Executive Director, Euthanasia Prevention Coalition.
Canada's 2021 euthanasia report indicated that there were 10,064 reported euthanasia deaths in 2021 representing 3.3% of all deaths, which was up from 2.5% in 2020. The data indicates a big difference in the percentage of euthanasia deaths between provinces with euthanasia representing 4.8% of all deaths in British Columbia and 4.7% of all deaths in Quebec.
Sharon Kirkey wrote an article for the National Post on November 2 that partially explains why euthanasia deaths have increased so quickly in Canada. Kirkey reports that unlike other jurisdictions, doctors in Canada are introducing the option of euthanasia rather than waiting for patients to bring it up. Kirkey wrote:
In most jurisdictions in the world with legalized euthanasia, doctors are explicitly prohibited, or strongly discouraged from raising assisted dying with a patient.University of Toronto ethicist, Kerry Bowman tells Kirkey that this is an ethical problem. Kirkey reports:
The request must come from the person.
But a guidance document produced by Canada’s providers of medically assisted death states that doctors have a professional obligation to bring up MAID as an option, when it’s “medically relevant” and the person is likely eligible, as part of the informed consent process.
But some ethicists argue that introducing death as a “treatment option,” without the person suggesting it first, is seriously problematic, especially within the expanding realm of MAID, and that people could be unduly influenced to choose to have their life intentionally ended, given the power dynamics of the doctor-patient relationship.Kirkey explains that The Canadian Association of MAiD Assessors and Providers (CAMAP) published a euthanasia guide in 2019 that opened the issue of doctors offering euthanasia rather than waiting for a patient request. CAMAP’s vice president, Dr. Konia Trouton told Kirkey:
“Some people, no matter how well-handled your conversation, may infer that it’s essentially a suggestion,” said University of Toronto bioethicist Kerry Bowman.
“They would also definitely infer that they have the strong potential to meet eligibility criteria, or you wouldn’t be offering it.”
Canada’s assisted dying law states that no health-care professional commits an offence “if they provide information to a person on the lawful provision of medical assistance in dying.” Canada’s MAID providers and assessors said that there is also no provision in the law that prohibits clinicians from initiating the discussion and raising the possibility of MAID.
While it is absolutely illegal to counsel someone to die by suicide, to “counsel,” from a doctor-patient perspective, means to “inform and discuss,” the group’s guidance reads.
“The clinical perspective of the meaning of the word ‘counsel’ has no bearing on the legal meaning.”
The case of a Veterans Affairs caseworker who reportedly suggested to a combat veteran with PTSD that MAID was a better option than “blowing your brains out against the wall” drew outrage.Bowman is also concerned about doctors offering euthanasia to a patient who is struggling to pay their rent. Kirkey writes:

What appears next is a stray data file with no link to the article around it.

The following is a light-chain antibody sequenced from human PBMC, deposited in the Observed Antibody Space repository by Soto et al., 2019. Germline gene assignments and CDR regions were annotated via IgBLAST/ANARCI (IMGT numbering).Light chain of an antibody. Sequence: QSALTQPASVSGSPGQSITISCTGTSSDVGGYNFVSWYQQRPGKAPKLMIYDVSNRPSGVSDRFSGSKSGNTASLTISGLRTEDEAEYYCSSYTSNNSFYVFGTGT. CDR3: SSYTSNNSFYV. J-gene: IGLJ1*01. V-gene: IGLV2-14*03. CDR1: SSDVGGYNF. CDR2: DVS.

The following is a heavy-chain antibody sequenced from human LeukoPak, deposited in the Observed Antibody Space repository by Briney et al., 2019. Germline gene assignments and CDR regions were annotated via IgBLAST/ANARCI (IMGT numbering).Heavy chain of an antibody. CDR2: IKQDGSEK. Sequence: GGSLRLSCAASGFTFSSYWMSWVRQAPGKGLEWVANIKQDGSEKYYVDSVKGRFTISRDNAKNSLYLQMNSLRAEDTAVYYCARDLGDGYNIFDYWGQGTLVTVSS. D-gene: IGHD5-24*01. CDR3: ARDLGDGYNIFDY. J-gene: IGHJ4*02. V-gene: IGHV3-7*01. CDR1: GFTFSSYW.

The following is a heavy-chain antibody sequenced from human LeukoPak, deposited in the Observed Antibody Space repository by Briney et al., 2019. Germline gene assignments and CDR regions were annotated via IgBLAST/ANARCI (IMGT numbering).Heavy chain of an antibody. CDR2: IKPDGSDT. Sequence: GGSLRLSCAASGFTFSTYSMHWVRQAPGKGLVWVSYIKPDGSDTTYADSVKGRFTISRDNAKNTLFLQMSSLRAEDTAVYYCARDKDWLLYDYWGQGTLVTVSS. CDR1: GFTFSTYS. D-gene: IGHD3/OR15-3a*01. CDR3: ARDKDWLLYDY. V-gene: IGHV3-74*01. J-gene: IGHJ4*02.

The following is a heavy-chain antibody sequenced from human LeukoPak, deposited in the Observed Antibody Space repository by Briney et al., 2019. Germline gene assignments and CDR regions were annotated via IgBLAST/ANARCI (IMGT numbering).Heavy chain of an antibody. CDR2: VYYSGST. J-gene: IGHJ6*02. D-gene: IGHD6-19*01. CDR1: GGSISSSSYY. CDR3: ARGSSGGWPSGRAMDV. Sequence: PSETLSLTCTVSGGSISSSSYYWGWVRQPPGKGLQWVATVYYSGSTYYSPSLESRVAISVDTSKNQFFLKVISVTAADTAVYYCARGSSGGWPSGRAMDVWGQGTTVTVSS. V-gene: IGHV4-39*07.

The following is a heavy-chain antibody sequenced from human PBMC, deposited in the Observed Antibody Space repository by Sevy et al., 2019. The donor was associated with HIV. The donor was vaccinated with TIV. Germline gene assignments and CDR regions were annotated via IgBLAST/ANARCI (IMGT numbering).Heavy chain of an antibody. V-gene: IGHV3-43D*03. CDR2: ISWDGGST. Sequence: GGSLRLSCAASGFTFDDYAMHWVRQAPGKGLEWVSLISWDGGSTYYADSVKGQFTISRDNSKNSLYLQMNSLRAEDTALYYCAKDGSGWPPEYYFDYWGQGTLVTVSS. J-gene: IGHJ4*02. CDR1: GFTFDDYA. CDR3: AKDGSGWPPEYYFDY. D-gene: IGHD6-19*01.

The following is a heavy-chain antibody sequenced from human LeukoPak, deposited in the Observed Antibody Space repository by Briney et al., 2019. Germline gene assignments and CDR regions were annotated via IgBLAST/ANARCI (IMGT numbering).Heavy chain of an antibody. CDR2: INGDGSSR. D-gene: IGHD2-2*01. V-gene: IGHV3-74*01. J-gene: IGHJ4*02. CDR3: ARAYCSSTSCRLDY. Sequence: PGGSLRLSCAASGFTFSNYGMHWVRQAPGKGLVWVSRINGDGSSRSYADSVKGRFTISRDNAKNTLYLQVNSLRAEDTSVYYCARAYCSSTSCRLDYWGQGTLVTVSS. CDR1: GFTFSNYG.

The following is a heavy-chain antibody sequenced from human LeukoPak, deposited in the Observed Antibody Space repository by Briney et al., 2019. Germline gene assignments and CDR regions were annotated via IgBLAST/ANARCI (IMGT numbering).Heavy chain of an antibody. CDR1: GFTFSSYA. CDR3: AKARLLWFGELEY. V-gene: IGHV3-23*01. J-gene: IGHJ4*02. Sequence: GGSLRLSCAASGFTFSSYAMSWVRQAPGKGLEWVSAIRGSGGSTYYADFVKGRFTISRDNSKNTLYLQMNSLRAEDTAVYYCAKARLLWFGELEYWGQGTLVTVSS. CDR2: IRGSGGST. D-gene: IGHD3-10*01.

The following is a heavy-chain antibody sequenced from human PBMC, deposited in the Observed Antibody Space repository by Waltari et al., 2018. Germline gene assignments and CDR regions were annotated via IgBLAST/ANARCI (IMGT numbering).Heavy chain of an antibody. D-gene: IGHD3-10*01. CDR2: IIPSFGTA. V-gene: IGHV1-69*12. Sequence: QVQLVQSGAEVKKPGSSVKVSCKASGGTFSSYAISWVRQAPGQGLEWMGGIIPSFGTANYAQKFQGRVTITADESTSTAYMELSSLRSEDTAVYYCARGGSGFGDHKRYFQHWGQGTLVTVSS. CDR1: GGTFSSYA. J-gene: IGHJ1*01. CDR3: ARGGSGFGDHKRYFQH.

“We don’t know how that conversation played out,” Bowman said. “But I suspect what is happening across the country is that some people are bringing it up regularly and some people aren’t.”
The expansion of MAID to those not at imminent risk of dying adds another layer of complexity and debate, he said. “I also see it as very problematic when we bring (MAID) up to people who can’t pay the rent, or people who are living with disability who don’t have adequate access to the things that they need,” Bowman said.
“You have a person who is severely depressed where the nature of the illness is often accompanied by a desire to die. The person takes a step to go and see a mental health counsellor to get help, and is being told, as part of the informed consent procedure, we can have treatment a, b, c or MAID.”Lemmens told Kirkey that doctors who introduce the topic of euthanasia to patients is unique to Canada. Kirkey reports:
In Canada, in contrast to just about all other jurisdictions, MAID is no longer seen as an exceptional procedure, Lemmens said.
“The fact that this has been presented as, ‘This has to be on the table because it’s part of informed consent,’ reflects, overall, an attitude that has developed in the Canadian context,” he said. “It’s being sold as a normal medical practice.”
In New Zealand and Victoria, Australia, two jurisdictions where assisted dying for the terminally ill was recently legalized, doctors are explicitly prohibited from bringing it up. While it’s not explicitly prohibited in Belgium and the Netherlands, “it is generally not considered appropriate,” Leemens said, especially outside the end-of-life context.As I stated at the beginning of the article, one of the reasons that euthanasia in Canada has expanded so quickly is that doctors are introducing the topic of MAiD and not waiting for a patient to request it.
“The emphasis is on how the request must come from the patient.”
More articles on this topic:
- Canada releases 2021 euthanasia report. More than 10,000 reported deaths (Link).
- Canadian veteran who was urged to seek (MAiD) euthanasia was not the only one (Link).
- Another case of euthanasia for disability and poverty (Link).